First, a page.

Maria Olinowetz holds the distinction of having been the first female engraver employed for Austrian stamps. Her oeuvre is rather limited though, with only three stamps bearing her name: the 1951 Scout jamboree issue, the 1952 Socialist youth camp issue and the 1958 Choir festival issue.

Olinowetz, born in 1906, started off learning to engrave fire arms, and furthered her artistic studies in Vienna, after which she was employed by the Austrian state printing works. She was noted for her ornamental talents which is why she worked on quite a number of stamps, without given credit through the inclusion of her name on the stamp.

However, thanks to the Michel catalogues, we are able to name at least some of the ornamental work she has done. First of all there's the 1953 set to promote the Vienna Evangelical School rebuilding fund. For this set of five stamps she engraved the frames.

Olinowetz also engraved the frames of the 1955 set marking the tenth anniversary of the re-establishment of the Austrian Republic. A third issue mentioned in the catalogues is the 1956 stamp marking the bicentenary of Mozart's birth.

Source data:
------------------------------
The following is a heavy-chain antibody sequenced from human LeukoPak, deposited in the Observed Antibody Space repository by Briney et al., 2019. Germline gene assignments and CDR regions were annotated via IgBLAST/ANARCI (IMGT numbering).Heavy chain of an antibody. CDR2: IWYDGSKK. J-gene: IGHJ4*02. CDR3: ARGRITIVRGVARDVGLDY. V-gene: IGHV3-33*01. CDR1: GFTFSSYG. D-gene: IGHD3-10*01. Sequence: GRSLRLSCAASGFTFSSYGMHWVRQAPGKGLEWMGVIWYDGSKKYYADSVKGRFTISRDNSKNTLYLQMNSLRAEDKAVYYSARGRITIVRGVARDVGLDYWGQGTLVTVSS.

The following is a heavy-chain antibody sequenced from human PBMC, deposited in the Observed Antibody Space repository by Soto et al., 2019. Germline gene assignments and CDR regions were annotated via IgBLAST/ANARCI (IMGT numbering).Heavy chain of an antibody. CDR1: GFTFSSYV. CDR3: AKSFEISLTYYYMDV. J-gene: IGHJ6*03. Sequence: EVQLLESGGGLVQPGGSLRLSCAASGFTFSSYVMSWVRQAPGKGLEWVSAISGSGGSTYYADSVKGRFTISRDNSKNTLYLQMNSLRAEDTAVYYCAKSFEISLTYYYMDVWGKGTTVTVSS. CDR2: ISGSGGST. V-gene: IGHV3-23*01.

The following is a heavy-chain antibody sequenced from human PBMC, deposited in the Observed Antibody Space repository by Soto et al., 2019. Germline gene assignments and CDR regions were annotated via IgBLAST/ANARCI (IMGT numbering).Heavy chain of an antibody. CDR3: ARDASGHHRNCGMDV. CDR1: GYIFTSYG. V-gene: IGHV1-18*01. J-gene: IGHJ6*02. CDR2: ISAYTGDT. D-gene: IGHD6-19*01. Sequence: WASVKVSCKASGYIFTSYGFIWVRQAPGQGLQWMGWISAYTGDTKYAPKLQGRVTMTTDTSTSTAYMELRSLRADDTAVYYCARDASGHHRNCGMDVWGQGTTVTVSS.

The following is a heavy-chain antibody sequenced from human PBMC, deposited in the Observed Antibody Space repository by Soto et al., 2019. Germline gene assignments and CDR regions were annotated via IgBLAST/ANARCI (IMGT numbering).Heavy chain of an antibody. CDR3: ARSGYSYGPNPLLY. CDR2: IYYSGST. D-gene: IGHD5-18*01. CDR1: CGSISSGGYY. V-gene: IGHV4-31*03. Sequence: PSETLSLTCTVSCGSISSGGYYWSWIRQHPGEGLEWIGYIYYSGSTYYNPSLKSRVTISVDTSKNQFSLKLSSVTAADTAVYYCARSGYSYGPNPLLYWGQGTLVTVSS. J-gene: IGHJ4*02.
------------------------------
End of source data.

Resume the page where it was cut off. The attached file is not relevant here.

Looking at what I consider to be her most splendid work, the Scout Jamboree stamp of 1951, I'm amazed she hasn't been given more work to do, but maybe even back then, or maybe even especially back then, competition was cut-throat, especially for a woman?


Saturday, 18 June 2016

Jean Pheulpin (1907-1991)

Jean Pheulpin (1907-1991) was born in Valentigney in the district of Doubs. His father was an industrialist, but had the good sense to steer his son, who so obviously was in love with all things beautiful, towards a proper education where he could translate his love into a decent profession. And so, Pheulpin was soon packed off to spend four years at Boulle, the College for Applied Arts in Paris, where he worked with metal and learned the art of engraving.

Pheulpin then spent five more years at the School of Arts in Paris. There he could immerse himself completely in the world of engraving, taking lessons from the engraver Antoine Dezarrois, together with many other students who also went on to become famous French engravers, such as Cheffer, Gandon and Piel.